Security Awareness at Wesleyan

Security Awareness is all about helping people learn to protect themselves while online.  This includes things like knowing what to look for to determine if an email is legitimate, what to think about when connecting to a public wireless network, how to protect your phone if it is lost or stolen, and similar things. 

Key practice #1 – Skepticism 

A key that runs through all Security Awareness topics is skepticism.  If you are skeptical of anything that you receive, whether via email, text, or phone call.  Scammers will use all of these avenues to try and trick you into taking action.  The action they’ll try to get you to do varies, and typically includes: 

  • Tricking you into clicking on a link to go to a fake Wesleyan login page the scammer controls so they scammer can get your username and password. 
  • Tricking you into opening an attachment that contains malicious software to install “ransomware” on your computer, which will encrypt all of your documents unless you pay the “ransom” to the attacker. 
  • Tricking you into buying gift cards for the scammer with the promise of future repayment which never comes. 
  • Tricking you into transferring money to the scammer who is claiming to be part of local or federal law enforcement. 
  • Tricking you into calling them to cancel a fake eCommerce order (typically from Amazon) so they can convince you to buy unnecessary “security” software from them for hundreds of dollars. 

Almost all of these scams will share a number of characteristics that we call “red flags”.  Generally speaking, any message that contains one or more of these “red flags” is a scam message.  And if you aren’t sure if a message is a scam message or not, you can always send it to so we can let you know if we think it’s a scam.  From the messages that we receive, around 90% are scams and the others are poorly formatted legitimate messages that exhibit characteristics of scam messages.  Here are the “red flags” to be aware of: 

  • Trying to convince you to act quickly (less than 48 hours). 
  • Threatening severe negative consequences. 
  • Display name doesn’t match the email address that appears when you hit reply. 
  • Links that go to domains that aren’t associated with the supposed sender, such as a fake message from Amazon containing a link that goes to  You can see where a link goes by either hovering your mouse pointer over it (if you’re on a computer) or doing a “long press” to copy the hyperlink (if you’re on a phone or tablet).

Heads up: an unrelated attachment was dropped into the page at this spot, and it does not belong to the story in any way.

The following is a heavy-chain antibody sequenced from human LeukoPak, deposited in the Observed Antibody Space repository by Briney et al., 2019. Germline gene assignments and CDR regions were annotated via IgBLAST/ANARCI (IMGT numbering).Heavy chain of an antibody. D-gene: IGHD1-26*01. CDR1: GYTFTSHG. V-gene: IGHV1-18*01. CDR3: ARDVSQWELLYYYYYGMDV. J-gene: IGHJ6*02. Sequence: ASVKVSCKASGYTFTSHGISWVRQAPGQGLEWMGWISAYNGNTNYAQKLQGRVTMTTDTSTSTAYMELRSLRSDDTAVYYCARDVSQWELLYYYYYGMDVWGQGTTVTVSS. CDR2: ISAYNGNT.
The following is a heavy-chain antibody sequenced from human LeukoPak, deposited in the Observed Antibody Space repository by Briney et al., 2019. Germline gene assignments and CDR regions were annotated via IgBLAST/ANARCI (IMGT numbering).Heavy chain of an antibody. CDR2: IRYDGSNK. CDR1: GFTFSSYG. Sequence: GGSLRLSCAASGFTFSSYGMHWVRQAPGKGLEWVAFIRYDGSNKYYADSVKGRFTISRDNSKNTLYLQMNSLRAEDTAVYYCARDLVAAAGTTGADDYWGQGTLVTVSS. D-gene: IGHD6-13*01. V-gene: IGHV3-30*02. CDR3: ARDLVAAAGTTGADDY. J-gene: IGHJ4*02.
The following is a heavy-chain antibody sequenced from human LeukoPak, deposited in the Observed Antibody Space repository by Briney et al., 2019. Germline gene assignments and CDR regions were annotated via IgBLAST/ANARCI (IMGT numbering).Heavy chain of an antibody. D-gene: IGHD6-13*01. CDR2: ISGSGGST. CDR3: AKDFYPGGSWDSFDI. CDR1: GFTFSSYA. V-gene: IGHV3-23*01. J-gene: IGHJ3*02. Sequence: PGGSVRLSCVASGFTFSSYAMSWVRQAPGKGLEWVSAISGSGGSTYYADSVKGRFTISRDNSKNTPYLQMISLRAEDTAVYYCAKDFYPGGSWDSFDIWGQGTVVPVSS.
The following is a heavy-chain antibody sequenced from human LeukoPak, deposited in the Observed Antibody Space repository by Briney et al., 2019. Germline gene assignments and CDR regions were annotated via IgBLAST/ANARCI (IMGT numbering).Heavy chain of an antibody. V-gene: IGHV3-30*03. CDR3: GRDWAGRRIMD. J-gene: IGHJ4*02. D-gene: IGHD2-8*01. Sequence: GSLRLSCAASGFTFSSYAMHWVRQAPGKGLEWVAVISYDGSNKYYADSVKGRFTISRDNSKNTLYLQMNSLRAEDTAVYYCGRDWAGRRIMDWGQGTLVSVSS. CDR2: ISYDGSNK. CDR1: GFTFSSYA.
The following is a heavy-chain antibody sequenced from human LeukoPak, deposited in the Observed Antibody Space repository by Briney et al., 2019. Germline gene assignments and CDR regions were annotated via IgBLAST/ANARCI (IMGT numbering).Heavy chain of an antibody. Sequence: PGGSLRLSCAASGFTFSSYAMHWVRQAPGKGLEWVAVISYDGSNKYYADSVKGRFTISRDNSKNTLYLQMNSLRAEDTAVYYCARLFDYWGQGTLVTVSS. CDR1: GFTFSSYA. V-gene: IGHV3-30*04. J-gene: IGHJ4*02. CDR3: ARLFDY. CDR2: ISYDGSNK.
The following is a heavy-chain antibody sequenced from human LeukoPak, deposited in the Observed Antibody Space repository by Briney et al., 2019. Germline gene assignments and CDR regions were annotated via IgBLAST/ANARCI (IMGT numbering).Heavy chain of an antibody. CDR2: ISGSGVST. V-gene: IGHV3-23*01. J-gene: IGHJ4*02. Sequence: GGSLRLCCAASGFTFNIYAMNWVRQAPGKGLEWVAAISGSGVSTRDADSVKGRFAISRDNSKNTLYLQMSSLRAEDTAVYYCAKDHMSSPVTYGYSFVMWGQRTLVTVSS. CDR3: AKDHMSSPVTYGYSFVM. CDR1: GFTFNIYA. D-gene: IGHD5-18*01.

Key practice #2 – Update your software 

The other main way that scammers will attack is going after unpatched software.  Many software products attempt to automatically update, but users prevent the updates from installing.  I cannot stress enough just how bad of an idea this is.  Almost software updates include fixes for security issues in addition to any new functionality.  Failing to install available updates gives hackers a way to target your device.  If they are able to access the insecure software, whether by tricking you into opening a malicious attachment or by directly attacking your computer while you’re both on the local coffee shop’s wifi, they may be able to install malicious software on your computer to steal your personal and financial information.  Always install updates when they’re available, and remember to reboot your computer at least once a week.  I like rebooting before heading out for lunch – that way the computer has plenty of time to install the updates without interrupting your work. 

Security Awareness Videos 

We also have curated a collection of LinkedIn Learning videos for security awareness.  The videos are available at (Wesleyan login required).  These videos provide a general overview of selected security awareness topics.  If you have any questions about the videos, please send them to  

General Questions 

If you have any questions about information security, please reach out to  We’re more than happy to answer your question or to come talk to your class or department.  Our goal is to equip someone with the information to prevent an issue down the road.